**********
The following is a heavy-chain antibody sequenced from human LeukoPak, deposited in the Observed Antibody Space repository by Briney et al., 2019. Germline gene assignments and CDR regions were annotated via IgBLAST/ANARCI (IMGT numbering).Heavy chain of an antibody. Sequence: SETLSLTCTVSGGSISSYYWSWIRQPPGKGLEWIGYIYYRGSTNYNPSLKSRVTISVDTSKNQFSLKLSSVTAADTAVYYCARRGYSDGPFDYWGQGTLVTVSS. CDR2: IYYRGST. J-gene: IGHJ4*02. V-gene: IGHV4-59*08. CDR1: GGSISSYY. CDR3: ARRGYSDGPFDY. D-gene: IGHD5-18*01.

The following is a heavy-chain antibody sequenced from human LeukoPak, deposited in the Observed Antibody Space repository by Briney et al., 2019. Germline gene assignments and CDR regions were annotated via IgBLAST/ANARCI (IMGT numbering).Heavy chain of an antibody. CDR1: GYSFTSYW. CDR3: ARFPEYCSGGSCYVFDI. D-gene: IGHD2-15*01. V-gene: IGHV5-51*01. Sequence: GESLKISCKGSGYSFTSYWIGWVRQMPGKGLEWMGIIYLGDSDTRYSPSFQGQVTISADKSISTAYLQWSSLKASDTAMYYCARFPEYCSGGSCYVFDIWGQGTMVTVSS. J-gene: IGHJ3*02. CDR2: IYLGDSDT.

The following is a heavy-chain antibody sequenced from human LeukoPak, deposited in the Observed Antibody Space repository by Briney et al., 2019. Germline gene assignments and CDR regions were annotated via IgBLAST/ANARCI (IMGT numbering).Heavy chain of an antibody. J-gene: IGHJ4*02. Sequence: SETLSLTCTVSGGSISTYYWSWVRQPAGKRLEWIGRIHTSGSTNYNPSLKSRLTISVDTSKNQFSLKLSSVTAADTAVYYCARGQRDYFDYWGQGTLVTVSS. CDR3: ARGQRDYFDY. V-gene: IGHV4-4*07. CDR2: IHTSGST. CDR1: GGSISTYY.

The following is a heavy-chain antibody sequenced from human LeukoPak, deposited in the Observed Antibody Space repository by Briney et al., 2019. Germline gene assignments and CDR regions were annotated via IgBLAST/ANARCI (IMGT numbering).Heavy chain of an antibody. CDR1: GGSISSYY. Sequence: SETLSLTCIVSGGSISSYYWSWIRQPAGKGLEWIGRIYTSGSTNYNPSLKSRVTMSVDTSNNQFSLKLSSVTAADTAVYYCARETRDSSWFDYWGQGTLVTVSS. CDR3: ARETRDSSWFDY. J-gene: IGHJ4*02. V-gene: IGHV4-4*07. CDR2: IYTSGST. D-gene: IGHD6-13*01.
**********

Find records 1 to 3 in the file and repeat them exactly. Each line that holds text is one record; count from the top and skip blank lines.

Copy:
The following is a heavy-chain antibody sequenced from human LeukoPak, deposited in the Observed Antibody Space repository by Briney et al., 2019. Germline gene assignments and CDR regions were annotated via IgBLAST/ANARCI (IMGT numbering).Heavy chain of an antibody. Sequence: SETLSLTCTVSGGSISSYYWSWIRQPPGKGLEWIGYIYYRGSTNYNPSLKSRVTISVDTSKNQFSLKLSSVTAADTAVYYCARRGYSDGPFDYWGQGTLVTVSS. CDR2: IYYRGST. J-gene: IGHJ4*02. V-gene: IGHV4-59*08. CDR1: GGSISSYY. CDR3: ARRGYSDGPFDY. D-gene: IGHD5-18*01.

The following is a heavy-chain antibody sequenced from human LeukoPak, deposited in the Observed Antibody Space repository by Briney et al., 2019. Germline gene assignments and CDR regions were annotated via IgBLAST/ANARCI (IMGT numbering).Heavy chain of an antibody. CDR1: GYSFTSYW. CDR3: ARFPEYCSGGSCYVFDI. D-gene: IGHD2-15*01. V-gene: IGHV5-51*01. Sequence: GESLKISCKGSGYSFTSYWIGWVRQMPGKGLEWMGIIYLGDSDTRYSPSFQGQVTISADKSISTAYLQWSSLKASDTAMYYCARFPEYCSGGSCYVFDIWGQGTMVTVSS. J-gene: IGHJ3*02. CDR2: IYLGDSDT.

The following is a heavy-chain antibody sequenced from human LeukoPak, deposited in the Observed Antibody Space repository by Briney et al., 2019. Germline gene assignments and CDR regions were annotated via IgBLAST/ANARCI (IMGT numbering).Heavy chain of an antibody. J-gene: IGHJ4*02. Sequence: SETLSLTCTVSGGSISTYYWSWVRQPAGKRLEWIGRIHTSGSTNYNPSLKSRLTISVDTSKNQFSLKLSSVTAADTAVYYCARGQRDYFDYWGQGTLVTVSS. CDR3: ARGQRDYFDY. V-gene: IGHV4-4*07. CDR2: IHTSGST. CDR1: GGSISTYY.